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GenCost report highlights the need to act now on nuclear energy

The GenCost 2023-24 report released today highlights the need to act now to lift the ban on nuclear energy and setup a regulatory framework.

Image is of the Olkiluoto Nuclear Power Plant in Finland. The nuclear plant sits next to a body of water and is surrounded by protected forests.
Olkiluoto Nuclear Power Plant in Finland

WePlanet Australia welcomes the inclusion of large-scale nuclear energy in the latest GenCost report released today by the CSIRO. The failure to model these costs over previous years has led to significant uncertainty in Australia’s energy debate.

While the GenCost report should be commended and included in analysis for costings on nuclear energy it’s by no means definitive, with the authors themselves acknowledging the uncertainty of carrying out such economic modelling. We encourage the media and policymakers to consider a range of sources when assessing the likely energy generation and entire system costs.

Some wildly exaggerated claims about delivery time for nuclear energy have been squashed by this new report with the reporting noting, “GenCost found nuclear power to be more expensive than renewables and estimated a development timeline of at least 15 years, including construction.”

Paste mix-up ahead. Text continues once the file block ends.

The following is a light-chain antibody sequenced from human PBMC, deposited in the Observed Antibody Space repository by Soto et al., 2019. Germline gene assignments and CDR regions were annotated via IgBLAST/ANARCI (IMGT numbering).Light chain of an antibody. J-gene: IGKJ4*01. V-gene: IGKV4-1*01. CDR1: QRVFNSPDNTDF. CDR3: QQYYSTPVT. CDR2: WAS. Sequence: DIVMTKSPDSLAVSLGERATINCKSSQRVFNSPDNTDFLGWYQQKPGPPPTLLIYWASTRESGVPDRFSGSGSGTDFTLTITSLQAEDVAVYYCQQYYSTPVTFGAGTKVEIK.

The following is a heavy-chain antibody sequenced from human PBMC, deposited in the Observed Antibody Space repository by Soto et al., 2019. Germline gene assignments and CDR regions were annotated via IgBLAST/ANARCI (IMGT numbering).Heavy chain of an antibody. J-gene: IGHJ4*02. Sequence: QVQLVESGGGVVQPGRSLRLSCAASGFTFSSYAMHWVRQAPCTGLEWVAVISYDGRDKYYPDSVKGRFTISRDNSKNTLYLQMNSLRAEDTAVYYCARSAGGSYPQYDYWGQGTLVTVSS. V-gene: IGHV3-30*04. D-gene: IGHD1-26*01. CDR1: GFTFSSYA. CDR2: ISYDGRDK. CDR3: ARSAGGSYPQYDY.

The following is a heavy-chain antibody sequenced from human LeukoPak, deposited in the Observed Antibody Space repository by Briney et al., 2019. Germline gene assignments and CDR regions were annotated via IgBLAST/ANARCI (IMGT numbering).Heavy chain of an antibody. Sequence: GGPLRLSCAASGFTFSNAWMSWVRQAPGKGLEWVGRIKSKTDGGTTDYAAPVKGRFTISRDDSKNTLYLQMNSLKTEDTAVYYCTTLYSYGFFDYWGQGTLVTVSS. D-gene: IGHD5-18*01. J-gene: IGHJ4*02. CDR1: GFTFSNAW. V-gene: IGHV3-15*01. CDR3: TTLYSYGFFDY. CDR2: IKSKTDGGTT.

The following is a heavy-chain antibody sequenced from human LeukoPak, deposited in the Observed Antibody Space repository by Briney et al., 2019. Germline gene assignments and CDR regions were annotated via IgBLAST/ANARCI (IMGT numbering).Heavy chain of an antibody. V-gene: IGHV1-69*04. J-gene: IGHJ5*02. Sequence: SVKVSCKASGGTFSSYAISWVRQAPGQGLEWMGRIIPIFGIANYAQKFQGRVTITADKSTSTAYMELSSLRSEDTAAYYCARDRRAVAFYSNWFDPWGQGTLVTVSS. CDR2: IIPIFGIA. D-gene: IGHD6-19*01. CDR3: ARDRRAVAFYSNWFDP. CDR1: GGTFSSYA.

This timeline is significant and underscores the importance of Australia taking steps now to overturn the regulatory bans on nuclear energy and begin setting up regulatory frameworks to allow the inclusion of nuclear energy. Australia might not choose to include nuclear energy but it’s better that as a nation we are prepared than to have to rush this work during any potential energy crisis.

We also note that the 15-year timeline in this new GenCost report, far from being unique to nuclear technologies, also pertains to offshore wind proposals and mega-scale solar projects, such as SunCable. Large scale energy projects are costly and lengthy but the value they bring to workers and communities, and to ensuring the competitiveness of the Australian economy, cannot be understated. Such projects also reflect the unprecedented scale of climate action needed. Policymakers should not shy away from bold, nation building projects. Read more about why we believe nuclear energy should be considered as part of Australia's clean energy future.


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